“There has been no evidence of actual use of the PRICE WAREHOUSE mark, or anything similar, and no evidence of intention to use it until the Registrar rules in the defendant’s favour. On the contrary, the defendant has undertaken in writing not to use any such mark until that time.”
- First, in high-stakes pre-emptive injunction application where there is no actual infringing use, there must at least be a “real probability of passing off or infringement”; that was not the case here.
- Court is not the only option for fighting this kind of battle; the opposition procedure in the Trade-marks Office had yet to run its course, so those alternatives must be weighed.
- Even though their application failed, Costco may have proved its point; it has done its homework and will be ready if and when the competing mark is ever actually used, provided their survey evidence is not out of date by then.
Calgary – 20:11 MST2 comments
After being published for one year, ipblog.ca has generated tens of thousands of hits, developed a loyal base of readers and demonstrated the value of a practical, Canadian-based review of intellectual property, trade-mark and internet law for businesses and practitioners. Here are just some of the sites where ipblog.ca is listed :
- Canadian Law Blogs List
A list of Canadian Law Blogs maintained by Steven Matthews:
- American Bar Association Journal – Blawg Directory
A list of intellectual property law blogs:
- Legal Tree – Intellectual Property Resources
A compilation of Canadian intellectual property resources:
- The Business Link – Innovation Links
A Government compiled list of resources for small and medium-sized business:
Link to Innovation Resources
- Digital Copyright Canada – Sources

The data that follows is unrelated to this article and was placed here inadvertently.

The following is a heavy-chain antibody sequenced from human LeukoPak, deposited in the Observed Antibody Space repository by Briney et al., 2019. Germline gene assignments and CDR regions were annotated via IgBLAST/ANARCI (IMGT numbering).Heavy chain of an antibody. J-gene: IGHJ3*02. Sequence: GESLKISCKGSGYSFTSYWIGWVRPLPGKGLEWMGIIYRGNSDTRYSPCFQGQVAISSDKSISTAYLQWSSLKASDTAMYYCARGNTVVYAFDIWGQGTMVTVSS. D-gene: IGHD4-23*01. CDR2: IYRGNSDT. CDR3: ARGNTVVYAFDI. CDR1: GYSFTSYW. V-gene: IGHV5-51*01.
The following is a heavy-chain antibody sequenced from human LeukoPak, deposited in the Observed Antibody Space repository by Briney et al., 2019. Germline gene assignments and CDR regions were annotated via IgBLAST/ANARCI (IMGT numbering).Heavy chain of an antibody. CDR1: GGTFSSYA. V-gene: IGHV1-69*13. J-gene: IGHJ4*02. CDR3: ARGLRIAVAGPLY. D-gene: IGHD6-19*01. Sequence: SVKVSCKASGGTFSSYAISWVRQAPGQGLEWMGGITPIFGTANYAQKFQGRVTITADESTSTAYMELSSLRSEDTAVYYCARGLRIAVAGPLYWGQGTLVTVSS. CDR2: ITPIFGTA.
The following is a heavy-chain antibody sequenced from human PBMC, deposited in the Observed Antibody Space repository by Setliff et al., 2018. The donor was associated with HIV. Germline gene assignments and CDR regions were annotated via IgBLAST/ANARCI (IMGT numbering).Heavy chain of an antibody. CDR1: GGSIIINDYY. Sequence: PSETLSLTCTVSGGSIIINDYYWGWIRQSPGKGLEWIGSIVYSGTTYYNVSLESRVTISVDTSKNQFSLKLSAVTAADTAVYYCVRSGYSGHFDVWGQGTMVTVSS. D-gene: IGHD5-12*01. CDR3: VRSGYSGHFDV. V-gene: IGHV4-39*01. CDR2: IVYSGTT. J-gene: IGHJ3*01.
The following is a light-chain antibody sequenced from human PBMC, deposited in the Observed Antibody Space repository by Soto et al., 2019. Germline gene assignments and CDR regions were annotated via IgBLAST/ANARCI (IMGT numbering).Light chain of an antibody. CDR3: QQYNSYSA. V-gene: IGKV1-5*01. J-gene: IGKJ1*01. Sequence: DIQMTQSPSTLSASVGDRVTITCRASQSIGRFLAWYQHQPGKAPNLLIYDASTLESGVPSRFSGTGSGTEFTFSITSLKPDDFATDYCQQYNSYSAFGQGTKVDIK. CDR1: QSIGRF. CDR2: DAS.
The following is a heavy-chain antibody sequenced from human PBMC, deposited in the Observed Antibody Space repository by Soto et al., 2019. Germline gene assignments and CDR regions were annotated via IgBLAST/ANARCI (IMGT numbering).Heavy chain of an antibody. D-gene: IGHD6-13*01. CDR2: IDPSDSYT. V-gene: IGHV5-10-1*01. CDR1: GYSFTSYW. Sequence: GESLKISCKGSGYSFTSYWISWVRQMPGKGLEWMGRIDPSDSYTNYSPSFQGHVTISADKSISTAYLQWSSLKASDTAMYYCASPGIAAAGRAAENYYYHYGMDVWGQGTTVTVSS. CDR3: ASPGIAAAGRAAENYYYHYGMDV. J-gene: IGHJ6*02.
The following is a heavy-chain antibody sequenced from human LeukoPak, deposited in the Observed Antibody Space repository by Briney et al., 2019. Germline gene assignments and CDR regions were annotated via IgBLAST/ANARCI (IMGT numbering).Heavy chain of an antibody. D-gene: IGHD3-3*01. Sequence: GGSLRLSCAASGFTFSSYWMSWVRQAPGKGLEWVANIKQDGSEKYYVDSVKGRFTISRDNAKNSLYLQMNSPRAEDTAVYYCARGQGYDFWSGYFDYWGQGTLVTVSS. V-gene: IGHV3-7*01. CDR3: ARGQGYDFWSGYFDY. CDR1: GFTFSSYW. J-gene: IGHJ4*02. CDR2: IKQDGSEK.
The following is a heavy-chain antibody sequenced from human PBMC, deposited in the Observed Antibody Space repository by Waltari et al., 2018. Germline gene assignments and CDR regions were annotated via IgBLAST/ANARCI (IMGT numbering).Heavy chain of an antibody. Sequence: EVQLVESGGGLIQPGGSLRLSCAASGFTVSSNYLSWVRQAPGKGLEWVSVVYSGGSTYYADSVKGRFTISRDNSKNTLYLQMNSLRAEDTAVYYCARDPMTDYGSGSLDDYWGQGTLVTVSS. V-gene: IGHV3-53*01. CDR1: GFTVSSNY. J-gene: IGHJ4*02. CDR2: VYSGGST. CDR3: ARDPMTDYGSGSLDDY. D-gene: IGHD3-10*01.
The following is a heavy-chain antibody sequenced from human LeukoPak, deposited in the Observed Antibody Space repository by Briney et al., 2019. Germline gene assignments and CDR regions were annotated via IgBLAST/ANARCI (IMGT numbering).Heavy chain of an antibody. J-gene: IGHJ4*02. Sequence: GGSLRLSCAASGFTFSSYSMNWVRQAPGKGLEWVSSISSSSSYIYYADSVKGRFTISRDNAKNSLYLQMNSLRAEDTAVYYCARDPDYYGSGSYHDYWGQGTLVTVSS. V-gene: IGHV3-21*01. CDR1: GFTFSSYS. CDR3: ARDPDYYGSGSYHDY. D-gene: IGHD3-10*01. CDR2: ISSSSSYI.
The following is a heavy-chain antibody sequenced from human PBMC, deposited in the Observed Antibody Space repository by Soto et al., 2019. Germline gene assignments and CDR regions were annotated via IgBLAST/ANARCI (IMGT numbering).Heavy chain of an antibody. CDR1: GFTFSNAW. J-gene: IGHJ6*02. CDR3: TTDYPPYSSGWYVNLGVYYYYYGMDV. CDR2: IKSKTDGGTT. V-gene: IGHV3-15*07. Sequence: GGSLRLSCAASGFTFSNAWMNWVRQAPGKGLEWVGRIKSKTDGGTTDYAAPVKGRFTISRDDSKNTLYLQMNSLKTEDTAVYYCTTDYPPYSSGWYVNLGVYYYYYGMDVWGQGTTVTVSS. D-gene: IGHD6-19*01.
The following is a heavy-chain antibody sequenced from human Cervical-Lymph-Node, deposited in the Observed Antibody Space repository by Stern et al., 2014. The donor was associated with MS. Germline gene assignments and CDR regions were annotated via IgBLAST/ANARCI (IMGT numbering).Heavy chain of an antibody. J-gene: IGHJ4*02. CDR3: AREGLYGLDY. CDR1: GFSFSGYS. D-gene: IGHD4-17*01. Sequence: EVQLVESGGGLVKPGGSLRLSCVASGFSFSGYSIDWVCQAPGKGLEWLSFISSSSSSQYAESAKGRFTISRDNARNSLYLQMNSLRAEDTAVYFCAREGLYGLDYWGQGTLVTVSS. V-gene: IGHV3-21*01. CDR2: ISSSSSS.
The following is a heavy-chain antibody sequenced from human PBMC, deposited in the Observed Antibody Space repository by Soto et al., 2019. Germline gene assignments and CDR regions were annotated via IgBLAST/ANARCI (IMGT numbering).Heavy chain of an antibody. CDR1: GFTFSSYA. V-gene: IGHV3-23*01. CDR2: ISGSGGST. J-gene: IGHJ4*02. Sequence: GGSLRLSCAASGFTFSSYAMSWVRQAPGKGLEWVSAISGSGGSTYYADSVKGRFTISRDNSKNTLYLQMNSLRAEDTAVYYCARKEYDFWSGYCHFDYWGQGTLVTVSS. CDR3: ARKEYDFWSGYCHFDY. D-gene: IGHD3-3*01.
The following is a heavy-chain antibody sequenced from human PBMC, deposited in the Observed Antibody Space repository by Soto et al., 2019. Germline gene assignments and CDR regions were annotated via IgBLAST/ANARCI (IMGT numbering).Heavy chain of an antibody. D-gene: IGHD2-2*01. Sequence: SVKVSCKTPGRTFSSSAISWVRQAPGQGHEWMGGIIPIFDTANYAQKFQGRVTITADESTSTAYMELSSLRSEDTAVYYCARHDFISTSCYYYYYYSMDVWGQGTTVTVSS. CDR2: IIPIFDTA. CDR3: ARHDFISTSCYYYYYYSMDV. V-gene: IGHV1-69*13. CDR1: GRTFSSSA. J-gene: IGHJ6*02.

Thanks to all our readers and we look forward to another interesting year in IP law.
Calgary – 13:42 MST1 comment
For our readers who are trade-mark agents, it is worth noting several recent practice changes:
|September, 2007||Procedure before the Trade-marks Opposition Board as of October 1, 2007|
|August 2007||Official Marks pursuant Sub-paragraph 9(1)(n)(iii)|
These practice notices will affect opposition procedures and the requirement for the use of disclaimers. The notice regarding Section 9 official marks codifies recent case-law in this area and clarifies the test to be used in determining eligibility for “public authority” status under Section 9 of the Trade-marks Act.
Calgary – 10:15 MST1 comment
The US recording industry finally had its day in court. After suing thousands of individuals for copyright infringement (most settled out of court), one of the cases finally made its way through trial and resulted in a damage award of $220,000 against Jammie Thomas, a now famous Minnesota woman. An award of $220,000 for filesharing 24 songs works out to about $9,000 a song. The verdict on October 4th has generated headlines around the world. Thomas has indicated she will appeal.
The recording industry wanted to send a message and it definitely achieved that goal. However, it’s a pyrrhic victory: the industry’s legal fees far outstrip any amount recovered; the industry comes away looking like an unreasonable bully; and filesharing continues unabated.